More on Eucharistic Sharing


My column a couple of weeks ago about intercommunion, has, as I anticipated, resulted in reaction of two opposite kinds. One school says that Jesus would not turn anybody away, so what right do we have to do so.
The other school of thought was expressed strongly in a letter sent to me claiming that ‘ecumenism is rubbish’ and that ‘catholic ecumenists are idiotic dreamers’. I would like to respond to the first point of view.
If the Eucharist were simply a memorial meal, then of course it would be inhospitable to refuse to anyone. But, for Roman Catholics, the Eucharist is also a sacrifice. At Mass we join Christ in the timeless offering of his body and blood for us on the cross. We enter the eternal sacrifice of Christ that not only brought redemption to the world at Passover around 2 000 years ago, but continues to this very moment.
The Eucharist is also a meal, but not the same sort of meal as the feeding of the 5 000. Scripture tells us that at the last supper Jesus was with ‘his disciples’, not with the crowds who usually followed him. Contrary to our insistence that Jesus welcomed everybody, only those closest to him were invited to be present on this occasion.
In the words of institution in the Eucharistic Prayer, we hear the words: “This is my body which will be given up for you. Do this in memory of me.” ‘Doing this’ means giving ourselves for the sake of others. In communion we pledge our willingness to be broken and poured out like Christ for the sake of the world.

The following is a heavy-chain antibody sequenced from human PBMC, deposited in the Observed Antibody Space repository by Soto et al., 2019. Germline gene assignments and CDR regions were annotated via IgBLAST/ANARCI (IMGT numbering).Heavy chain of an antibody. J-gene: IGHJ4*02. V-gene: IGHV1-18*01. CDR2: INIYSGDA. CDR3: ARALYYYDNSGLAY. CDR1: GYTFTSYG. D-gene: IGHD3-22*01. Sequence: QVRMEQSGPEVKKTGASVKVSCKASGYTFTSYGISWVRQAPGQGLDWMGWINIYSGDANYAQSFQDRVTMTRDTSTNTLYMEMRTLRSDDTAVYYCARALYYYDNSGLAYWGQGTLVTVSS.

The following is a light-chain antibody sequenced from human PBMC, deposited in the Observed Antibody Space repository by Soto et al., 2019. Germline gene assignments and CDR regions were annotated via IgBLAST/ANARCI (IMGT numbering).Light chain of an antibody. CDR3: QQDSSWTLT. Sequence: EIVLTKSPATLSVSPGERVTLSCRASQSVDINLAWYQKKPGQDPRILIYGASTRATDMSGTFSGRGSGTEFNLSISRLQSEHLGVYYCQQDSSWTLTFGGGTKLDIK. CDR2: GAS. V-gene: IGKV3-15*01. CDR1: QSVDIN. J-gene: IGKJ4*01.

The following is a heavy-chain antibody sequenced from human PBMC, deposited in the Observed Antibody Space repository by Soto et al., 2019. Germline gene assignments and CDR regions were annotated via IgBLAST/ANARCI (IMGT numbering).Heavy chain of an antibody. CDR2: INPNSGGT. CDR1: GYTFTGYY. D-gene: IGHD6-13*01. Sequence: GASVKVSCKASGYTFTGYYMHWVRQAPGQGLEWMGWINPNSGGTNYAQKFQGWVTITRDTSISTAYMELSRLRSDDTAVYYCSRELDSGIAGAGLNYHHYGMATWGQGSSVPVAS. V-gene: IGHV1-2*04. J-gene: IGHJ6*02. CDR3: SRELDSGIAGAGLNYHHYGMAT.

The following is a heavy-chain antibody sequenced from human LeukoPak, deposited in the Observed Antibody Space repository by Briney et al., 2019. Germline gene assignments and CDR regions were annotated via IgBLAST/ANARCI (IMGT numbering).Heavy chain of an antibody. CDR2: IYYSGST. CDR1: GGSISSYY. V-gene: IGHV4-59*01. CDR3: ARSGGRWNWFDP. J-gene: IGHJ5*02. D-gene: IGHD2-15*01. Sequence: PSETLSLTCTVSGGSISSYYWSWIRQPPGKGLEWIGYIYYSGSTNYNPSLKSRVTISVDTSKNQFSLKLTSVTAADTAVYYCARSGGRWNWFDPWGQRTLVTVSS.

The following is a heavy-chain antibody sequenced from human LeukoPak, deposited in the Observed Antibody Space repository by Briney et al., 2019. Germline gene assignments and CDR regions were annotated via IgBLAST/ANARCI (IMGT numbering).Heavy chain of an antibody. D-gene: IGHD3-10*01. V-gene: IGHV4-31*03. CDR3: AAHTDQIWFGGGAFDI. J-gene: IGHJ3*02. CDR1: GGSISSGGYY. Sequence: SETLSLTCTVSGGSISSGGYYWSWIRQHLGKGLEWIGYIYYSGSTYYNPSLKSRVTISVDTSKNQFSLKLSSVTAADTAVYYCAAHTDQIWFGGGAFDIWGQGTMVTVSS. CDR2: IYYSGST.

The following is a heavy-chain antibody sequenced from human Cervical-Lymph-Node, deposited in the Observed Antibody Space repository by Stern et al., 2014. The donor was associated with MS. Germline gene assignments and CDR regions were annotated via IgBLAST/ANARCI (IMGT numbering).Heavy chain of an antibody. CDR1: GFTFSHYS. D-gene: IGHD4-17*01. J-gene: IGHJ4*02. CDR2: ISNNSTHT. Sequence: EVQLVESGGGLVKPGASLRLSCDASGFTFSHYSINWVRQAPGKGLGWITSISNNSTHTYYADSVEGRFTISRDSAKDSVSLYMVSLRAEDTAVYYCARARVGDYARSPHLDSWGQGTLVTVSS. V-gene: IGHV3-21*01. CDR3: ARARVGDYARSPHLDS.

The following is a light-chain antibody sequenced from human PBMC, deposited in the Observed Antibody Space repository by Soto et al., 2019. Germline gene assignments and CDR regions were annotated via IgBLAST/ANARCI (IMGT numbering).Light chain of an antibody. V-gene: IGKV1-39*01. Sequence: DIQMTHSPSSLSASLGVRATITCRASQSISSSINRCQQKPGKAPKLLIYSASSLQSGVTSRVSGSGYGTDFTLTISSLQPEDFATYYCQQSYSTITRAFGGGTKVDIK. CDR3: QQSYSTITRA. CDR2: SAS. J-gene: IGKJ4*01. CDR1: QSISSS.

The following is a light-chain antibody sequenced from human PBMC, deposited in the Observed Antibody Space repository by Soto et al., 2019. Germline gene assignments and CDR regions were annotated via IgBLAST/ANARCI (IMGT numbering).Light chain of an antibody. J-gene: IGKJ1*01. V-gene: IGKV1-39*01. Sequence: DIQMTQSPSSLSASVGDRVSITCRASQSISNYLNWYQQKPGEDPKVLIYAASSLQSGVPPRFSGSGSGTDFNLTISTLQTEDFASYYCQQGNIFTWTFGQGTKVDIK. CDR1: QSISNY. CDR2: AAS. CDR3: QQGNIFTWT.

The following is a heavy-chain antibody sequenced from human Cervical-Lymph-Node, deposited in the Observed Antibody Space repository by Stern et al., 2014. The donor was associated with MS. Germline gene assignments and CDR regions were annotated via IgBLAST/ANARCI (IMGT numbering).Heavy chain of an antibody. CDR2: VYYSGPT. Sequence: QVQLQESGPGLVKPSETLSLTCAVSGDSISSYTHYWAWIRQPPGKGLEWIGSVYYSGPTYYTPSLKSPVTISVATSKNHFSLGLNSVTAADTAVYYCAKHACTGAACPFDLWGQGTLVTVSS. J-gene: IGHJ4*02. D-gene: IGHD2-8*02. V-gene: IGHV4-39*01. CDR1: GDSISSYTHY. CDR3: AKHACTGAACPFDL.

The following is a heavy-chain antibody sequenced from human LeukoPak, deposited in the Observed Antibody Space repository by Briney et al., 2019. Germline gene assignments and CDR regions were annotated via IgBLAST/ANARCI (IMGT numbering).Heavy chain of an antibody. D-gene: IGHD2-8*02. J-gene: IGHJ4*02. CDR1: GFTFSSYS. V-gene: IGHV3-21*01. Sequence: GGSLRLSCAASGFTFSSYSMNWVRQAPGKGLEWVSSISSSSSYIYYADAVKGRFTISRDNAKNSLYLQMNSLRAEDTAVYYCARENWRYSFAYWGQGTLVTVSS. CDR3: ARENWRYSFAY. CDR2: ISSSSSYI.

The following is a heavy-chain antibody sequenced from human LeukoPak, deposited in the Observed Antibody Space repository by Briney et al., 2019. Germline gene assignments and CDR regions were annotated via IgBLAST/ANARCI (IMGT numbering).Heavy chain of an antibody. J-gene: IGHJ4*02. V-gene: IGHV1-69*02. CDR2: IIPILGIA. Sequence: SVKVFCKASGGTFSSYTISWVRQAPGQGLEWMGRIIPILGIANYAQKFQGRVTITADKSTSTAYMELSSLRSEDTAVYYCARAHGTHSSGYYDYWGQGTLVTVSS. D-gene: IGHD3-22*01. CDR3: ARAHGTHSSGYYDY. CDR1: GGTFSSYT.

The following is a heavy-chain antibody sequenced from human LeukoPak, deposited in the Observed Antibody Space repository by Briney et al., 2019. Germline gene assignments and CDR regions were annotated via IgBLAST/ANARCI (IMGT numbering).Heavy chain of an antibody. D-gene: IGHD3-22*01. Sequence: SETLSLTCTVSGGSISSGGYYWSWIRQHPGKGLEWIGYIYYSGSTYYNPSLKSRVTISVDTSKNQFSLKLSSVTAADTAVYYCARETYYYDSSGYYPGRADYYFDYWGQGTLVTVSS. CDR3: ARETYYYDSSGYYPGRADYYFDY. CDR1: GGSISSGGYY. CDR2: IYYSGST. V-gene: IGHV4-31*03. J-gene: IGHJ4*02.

Receiving communion is not about who is invited or who is worthy, but about who is willing to be broken as Jesus was and to drink of the same cup from which, in his agony, he asked to be spared.
In response to the minister’s “Body/ blood of Christ” we say “Amen”. Our “Amen” has a twofold meaning. Firstly, we are affirming our belief in the real presence of Christ in the consecrated elements. Secondly, we are acknowledging that we too have been changed into the Body of Christ.
In the words of Augustine: “If you then are the body and members of Christ, your mystery is laid on the table of the Lord. Be a member of the body of Christ, that the Amen may be true. Be what you see, and receive what you are”.
In receiving communion, we proclaim our membership of the Body of Christ - the Church – and give out assent to its values, beliefs and traditions. What then are we really asking of people who are not Catholic when we claim the right to communion for them? In our quest to be inclusive, have we become too casual about the demands that the Eucharist places on us?
Of course we do not check the credentials every person who presents for communion, as one person claimed I was suggesting. But nor should we gloss over the sacrifice that is required of us when we share communion at the table of the Lord.


Elizabeth Harrington